The Foreign Service Journal - March 2014 - page 14

Plenty of Blame to
Go Around
n Jan. 15 the U.S. Senate Select
Committee on Intelligence issued a
on the tragic events of
Sept. 11, 2012, when four U.S. officials—
J. Christopher Stevens, Sean Smith, Tyrone
Woods and Glen Doherty—were killed at
the special mission in Benghazi, Libya.
note that the committee faults the
State Department for failing to increase
security at its mission despite warnings,
and blames the intelligence commit-
tee for not sharing information about
the existence of the Central Intelligence
Agency outpost in Benghazi with the U.S.
military command responsible for Africa.
In addition, the Pentagon did not have
the resources in place to defend the State
Department compound in an emergency.
Due to the document’s importance,
we are devoting this edition of Talking
Points to its findings and recommenda-
tions, as excerpted from the report.
In the months before the attacks on Sept.
11, 2012, the intelligence community [the
IC] provided ample strategic warning that
the security situation in eastern Libya
was deteriorating and that U.S. facilities
and personnel were at risk in Benghazi.
The State Department should have
increased its security posture more
significantly in Benghazi based on the
deteriorating security situation on the
ground and IC threat reporting on the
prior attacks against Westerners in
Benghazi—including two incidents at
the Temporary Mission Facility on April 6
and June 6, 2012.
The State
Department must ensure that security
threats are quickly assessed and security
upgrades are put into place with minimal
bureaucratic delay. The State Department
has made changes since Sept. 11, 2012,
including the creation of a new position
of Deputy Assistant Secretary for High-
Threat Posts. Although this new position
will help the State Department focus on
high-threat posts, the State Department
must make the institutional changes nec-
essary to quickly and efficiently respond
to emerging security threats—especially
those threats that have been identified
numerous times by the U.S. IC.
The committee urges the State
Department to consider the recom-
mendation of its Independent Panel on
Best Practices to, “as a matter of urgency,
establish an Under Secretary for Diplo-
matic Security” to “bring security gov-
ernance into the 21st century and align
security management with the realities
of a post-9/11 threat environment.” As
noted by the chairman of the Indepen-
dent Panel on Best Practices in his writ-
ten testimony to a House committee, this
structural recommendation is not new
and was suggested in a report written 14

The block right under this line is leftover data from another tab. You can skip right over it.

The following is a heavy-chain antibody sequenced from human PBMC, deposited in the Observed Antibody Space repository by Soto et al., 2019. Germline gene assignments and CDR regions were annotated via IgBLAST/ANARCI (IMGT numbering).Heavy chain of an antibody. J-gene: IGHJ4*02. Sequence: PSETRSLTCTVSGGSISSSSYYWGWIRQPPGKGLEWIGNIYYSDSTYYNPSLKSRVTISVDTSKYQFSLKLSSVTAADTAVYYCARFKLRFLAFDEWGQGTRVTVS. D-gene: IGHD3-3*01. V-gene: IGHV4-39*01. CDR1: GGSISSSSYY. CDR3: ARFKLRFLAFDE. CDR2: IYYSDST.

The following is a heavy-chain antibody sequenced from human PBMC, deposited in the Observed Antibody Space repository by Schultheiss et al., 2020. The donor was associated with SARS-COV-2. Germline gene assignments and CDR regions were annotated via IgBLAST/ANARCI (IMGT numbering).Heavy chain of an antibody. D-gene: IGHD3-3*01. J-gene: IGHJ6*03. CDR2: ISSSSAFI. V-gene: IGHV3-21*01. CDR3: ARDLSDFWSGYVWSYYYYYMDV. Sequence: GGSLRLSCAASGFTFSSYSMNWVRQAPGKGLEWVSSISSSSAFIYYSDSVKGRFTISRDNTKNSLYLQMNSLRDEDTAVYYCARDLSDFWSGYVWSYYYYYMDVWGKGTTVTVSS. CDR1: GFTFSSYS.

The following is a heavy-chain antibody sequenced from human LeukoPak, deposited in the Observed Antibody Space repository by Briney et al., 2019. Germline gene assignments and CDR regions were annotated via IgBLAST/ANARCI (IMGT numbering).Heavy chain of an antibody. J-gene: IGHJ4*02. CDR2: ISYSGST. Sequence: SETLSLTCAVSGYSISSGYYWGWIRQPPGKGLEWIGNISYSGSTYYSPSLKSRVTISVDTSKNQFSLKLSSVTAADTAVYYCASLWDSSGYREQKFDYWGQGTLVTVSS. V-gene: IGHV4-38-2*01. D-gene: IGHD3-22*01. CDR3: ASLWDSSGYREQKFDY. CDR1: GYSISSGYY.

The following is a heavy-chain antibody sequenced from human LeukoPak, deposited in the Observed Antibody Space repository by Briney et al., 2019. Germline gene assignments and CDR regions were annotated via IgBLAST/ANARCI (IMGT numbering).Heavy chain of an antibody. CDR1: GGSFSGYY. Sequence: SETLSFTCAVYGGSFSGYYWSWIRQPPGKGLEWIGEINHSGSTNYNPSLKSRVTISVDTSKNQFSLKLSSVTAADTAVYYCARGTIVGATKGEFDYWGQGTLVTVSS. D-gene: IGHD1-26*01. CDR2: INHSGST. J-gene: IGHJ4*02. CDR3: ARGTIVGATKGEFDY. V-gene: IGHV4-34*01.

years ago, following the 1998 East Africa
embassy bombings.
Only in rare
instances—and only after a formal risk
management plan has been put into
place—should State Department facilities
that fall short of current security stan-
dards be allowed to operate. Facilities
that do not meet these standards should
be prioritized for additional security
measures. In these cases, temporary
facilities should have the physical
security, personnel, weapons, ammuni-
tion and fire safety equipment needed
to adequately address the threat. The
committee understands the need for
State to have the flexibility to operate, on
a temporary basis, out of facilities that fall
short of these standards; however, these
operations are extremely vulnerable, as
seen in Benghazi.
As appropri-
ate, the Deputy Assistant Secretary for
High-Threat Posts should also find con-
sistent ways to coordinate with the CIA to
exchange best practices for high-threat
posts and to discuss common security
The IC and
State Department should ensure all
surveillance cameras at high-risk, high-
threat facilities have sufficient resolution,
nighttime visibility, remote monitoring
capabilities and redundancy to provide
warning and situational awareness in the
event of an attack. The committee notes
that the Independent Panel on Best Prac-
tices has recommended that the State
Department establish a new office “for
field-expedient deployment of hardware,
cutting-edge protective technology and
There was no singular “tactical warning”
in the intelligence reporting leading up to
the events on Sept. 11, 2012, predicting an
attack on U.S. facilities in Benghazi on the
9/11 anniversary, although State and the
CIA both sent general warning notices to
facilities worldwide noting the potential
security concerns associated with the
anniversary. Such a specific warning
should not have been expected, however,
given the limited intelligence collection
of the Benghazi area at the time.
The IC must
place a greater emphasis on collecting
intelligence and open-source informa-
tion, including extremist-affiliated social
media, to improve its ability to provide
tactical warnings, especially in North
Africa, the Middle East and other areas
MARCH 2014
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